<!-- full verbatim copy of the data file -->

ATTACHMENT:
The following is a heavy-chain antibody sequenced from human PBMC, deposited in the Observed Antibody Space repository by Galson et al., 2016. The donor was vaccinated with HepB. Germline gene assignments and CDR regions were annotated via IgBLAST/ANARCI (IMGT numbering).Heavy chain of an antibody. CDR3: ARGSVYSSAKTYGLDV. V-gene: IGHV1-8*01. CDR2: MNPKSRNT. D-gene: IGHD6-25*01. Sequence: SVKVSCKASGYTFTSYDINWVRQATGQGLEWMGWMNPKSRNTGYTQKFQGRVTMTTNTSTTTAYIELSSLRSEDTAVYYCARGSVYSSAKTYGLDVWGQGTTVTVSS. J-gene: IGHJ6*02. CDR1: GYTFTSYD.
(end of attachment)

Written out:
The following is a heavy-chain antibody sequenced from human PBMC, deposited in the Observed Antibody Space repository by Galson et al., 2016. The donor was vaccinated with HepB. Germline gene assignments and CDR regions were annotated via IgBLAST/ANARCI (IMGT numbering).Heavy chain of an antibody. CDR3: ARGSVYSSAKTYGLDV. V-gene: IGHV1-8*01. CDR2: MNPKSRNT. D-gene: IGHD6-25*01. Sequence: SVKVSCKASGYTFTSYDINWVRQATGQGLEWMGWMNPKSRNTGYTQKFQGRVTMTTNTSTTTAYIELSSLRSEDTAVYYCARGSVYSSAKTYGLDVWGQGTTVTVSS. J-gene: IGHJ6*02. CDR1: GYTFTSYD.